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3 Common Wi-Fi Performance Mistakes and What You Can Do to Avoid Them

Having reliable Wi-Fi performance is like having electricity today. It’s not a luxury it’s a utility—a basic requirement for all businesses and organizations to operate.

Trying to deliver the required infrastructure to successfully accomplish this task comes with many challenges; challenges that require experience and the right qualifications to solve.

This is where many businesses get themselves into trouble. Without knowing how enterprise grade wireless works, mistakes are made--and all of them are costly, both in performance and in dollars.

To help you achieve reliable wifi performance and to maximize your budget, here are 3 common mistakes and what you can do to avoid making them.

AP Swap

Imagine you’re a school and you’ve finally concluded that your old 11n or older access points are to blame for your increasingly poor wifi performance. You figure I’ll just remove the old ones and put up shiny new 11ac APs in their place, problem solved, right?

Wrong!

Unfortunately, this just isn’t how it works.

You can’t just purchase new access points and put them up where your old APs used to be, this is what we call AP swapping. 

If you choose the swap out method, you’re almost certainly going to run into wireless performance problems, and in most cases, also end up spending more than necessary.

What impacts 802.11ac Access Point Capacity? Watch the quick video below!

We can’t say it enough! Your wireless network is dynamic; it needs precision and coordination when any changes are being made, especially when it comes to deploying new access points.

Your new APs will have different capabilities and configurations than the legacy components they’re replacing.

To get the most reliable performance out of your new access points, many factors will need to be adjusted such as:

  • Number of APs
  • AP placement
  • And Configuration

Therefore, it’s important to always come back to your WLAN design when making big changes like replacing out dated APs.

Over or Under Engineered WLAN Design

Having too many or not enough access points is not good, however, it’s something we come across all too often.

Typically, this happens when you work with inexperienced consultants who use free design software or don’t know how to properly use the right software.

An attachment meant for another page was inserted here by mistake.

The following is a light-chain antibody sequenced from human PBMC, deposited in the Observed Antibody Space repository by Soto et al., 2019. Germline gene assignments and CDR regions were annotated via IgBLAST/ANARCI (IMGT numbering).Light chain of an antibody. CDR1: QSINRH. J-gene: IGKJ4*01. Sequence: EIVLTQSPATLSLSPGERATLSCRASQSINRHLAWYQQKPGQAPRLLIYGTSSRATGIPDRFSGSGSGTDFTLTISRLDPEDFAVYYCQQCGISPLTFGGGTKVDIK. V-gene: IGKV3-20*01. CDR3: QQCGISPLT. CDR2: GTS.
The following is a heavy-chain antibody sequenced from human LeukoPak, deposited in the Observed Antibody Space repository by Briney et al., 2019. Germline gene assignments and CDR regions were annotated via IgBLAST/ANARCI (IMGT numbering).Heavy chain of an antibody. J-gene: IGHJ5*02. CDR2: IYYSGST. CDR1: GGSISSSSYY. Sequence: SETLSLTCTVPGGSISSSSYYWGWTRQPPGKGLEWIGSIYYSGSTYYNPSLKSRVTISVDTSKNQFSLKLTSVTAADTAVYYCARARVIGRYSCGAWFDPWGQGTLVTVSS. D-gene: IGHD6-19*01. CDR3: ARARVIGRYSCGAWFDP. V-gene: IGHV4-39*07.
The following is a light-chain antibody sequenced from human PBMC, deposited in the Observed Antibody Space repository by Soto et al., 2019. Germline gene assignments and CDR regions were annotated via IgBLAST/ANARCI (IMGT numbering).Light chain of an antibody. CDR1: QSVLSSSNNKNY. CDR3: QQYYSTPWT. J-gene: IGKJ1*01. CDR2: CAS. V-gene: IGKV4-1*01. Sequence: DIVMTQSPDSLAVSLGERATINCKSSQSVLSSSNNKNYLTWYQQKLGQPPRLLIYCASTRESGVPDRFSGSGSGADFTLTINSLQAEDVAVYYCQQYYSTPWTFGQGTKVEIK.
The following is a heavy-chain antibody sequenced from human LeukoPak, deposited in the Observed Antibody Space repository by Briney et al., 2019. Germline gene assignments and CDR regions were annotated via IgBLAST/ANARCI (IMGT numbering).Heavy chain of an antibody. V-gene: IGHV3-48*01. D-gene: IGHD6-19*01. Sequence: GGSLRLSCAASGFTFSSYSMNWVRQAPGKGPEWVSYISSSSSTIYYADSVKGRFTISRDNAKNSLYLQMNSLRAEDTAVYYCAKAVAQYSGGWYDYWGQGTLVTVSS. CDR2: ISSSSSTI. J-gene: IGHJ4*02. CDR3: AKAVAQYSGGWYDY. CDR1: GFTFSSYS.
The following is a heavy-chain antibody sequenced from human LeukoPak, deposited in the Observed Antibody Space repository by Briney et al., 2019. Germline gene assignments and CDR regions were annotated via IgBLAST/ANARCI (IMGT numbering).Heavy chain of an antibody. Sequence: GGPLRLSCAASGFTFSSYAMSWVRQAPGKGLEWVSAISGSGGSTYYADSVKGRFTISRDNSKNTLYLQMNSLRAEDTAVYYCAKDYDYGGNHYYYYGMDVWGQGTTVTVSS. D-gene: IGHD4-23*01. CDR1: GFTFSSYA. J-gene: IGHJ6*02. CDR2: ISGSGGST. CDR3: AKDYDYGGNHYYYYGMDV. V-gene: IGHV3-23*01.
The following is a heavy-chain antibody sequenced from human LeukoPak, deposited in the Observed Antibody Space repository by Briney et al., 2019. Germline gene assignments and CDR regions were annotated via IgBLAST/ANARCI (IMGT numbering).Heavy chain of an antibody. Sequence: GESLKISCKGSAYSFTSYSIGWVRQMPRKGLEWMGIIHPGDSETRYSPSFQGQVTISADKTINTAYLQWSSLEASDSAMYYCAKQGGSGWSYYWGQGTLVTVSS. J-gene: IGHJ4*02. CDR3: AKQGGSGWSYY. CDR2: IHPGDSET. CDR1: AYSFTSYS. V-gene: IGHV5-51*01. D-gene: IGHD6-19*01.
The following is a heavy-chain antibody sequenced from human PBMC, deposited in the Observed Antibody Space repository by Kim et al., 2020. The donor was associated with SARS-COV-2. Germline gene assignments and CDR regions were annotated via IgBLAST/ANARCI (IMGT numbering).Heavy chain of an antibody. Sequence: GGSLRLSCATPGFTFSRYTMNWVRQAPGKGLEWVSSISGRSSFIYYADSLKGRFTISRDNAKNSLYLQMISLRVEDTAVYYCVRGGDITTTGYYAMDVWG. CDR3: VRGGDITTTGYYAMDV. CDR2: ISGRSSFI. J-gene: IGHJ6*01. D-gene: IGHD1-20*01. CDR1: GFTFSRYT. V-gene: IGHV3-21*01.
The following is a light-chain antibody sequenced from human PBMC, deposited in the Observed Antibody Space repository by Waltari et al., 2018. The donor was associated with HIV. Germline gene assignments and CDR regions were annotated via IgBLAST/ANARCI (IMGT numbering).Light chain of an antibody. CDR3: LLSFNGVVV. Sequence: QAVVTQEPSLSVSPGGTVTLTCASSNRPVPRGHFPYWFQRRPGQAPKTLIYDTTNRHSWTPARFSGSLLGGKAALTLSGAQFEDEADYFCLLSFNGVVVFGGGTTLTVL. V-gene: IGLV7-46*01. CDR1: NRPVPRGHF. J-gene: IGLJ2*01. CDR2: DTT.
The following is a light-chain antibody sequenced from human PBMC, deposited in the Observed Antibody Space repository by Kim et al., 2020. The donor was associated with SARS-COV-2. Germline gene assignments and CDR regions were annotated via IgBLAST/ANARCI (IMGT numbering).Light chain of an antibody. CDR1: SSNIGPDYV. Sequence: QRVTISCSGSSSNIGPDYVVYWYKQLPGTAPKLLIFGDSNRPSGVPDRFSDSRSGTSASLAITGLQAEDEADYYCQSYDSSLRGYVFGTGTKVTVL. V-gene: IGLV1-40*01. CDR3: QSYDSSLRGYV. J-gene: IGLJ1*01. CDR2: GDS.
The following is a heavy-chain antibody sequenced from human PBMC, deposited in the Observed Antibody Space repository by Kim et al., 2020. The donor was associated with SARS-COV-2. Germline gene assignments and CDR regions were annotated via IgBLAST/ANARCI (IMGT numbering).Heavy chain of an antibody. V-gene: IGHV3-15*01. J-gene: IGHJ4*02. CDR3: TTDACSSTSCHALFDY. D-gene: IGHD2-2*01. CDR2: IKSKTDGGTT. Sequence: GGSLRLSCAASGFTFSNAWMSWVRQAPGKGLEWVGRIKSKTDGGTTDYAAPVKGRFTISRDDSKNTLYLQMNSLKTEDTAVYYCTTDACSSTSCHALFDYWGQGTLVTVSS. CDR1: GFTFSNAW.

Do your research, cheaper doesn’t always mean better just as costly doesn’t necessarily mean the best.

While it might seem like the more access points the better, having too many in one area can cause more issues i.e. CCI and ACI (co-channel interference and adjacent channel interference).

Just as too few access points won’t be able to properly support large numbers of devices.

Trying to Design your WLAN Yourself

Most people think about wifi as the little router in their house, that you just plug in and “that’s it.” However, enterprise grade wireless is not symmetrical with consumer grade wireless.

If you think that way, your wireless network performance is going to suffer, BIG TIME!

WLAN design takes years of experience and, requires a multitude of certifications to get it done right.

Partnering with the right wireless service provider is the difference between money well spent and great on-going wifi performance, and having to spend even MORE money to compensate for erroneous measures taken and awful performance.

Want to guarantee awful Wi-Fi performance, sounds strange right? Watch the video below to learn more:

For most if not all IT teams, wireless is just one part of their overall responsibilities, and when it comes to wireless going it alone, even for seasoned IT managers, is a costly mistake.

In Conclusion

While there could be a much longer list of things to avoid, these are 3 of the most common mistakes we consistently see being made.

Enterprise grade wireless networks are complex, dynamic systems that take constant education and practice to master.

From having proper coverage and designing for capacity to ensuring air-tight security and delivering a reliable, high-performing wifi experience to your end-users, enterprise grade wireless isn’t short of complex challenges.

Before you purchase, make sure to plan, and before you plan make sure you partner with an experienced wireless service provider.

At SecurEdge, we provide the platform to simplify networking and deliver a reliable, robust, and secure wireless system-–it’s all we do. If you have any questions or would like to discuss an upcoming project, please contact us here.

wireless network design kit, wireless service providers,
Jordan Abraham

Jordan Abraham

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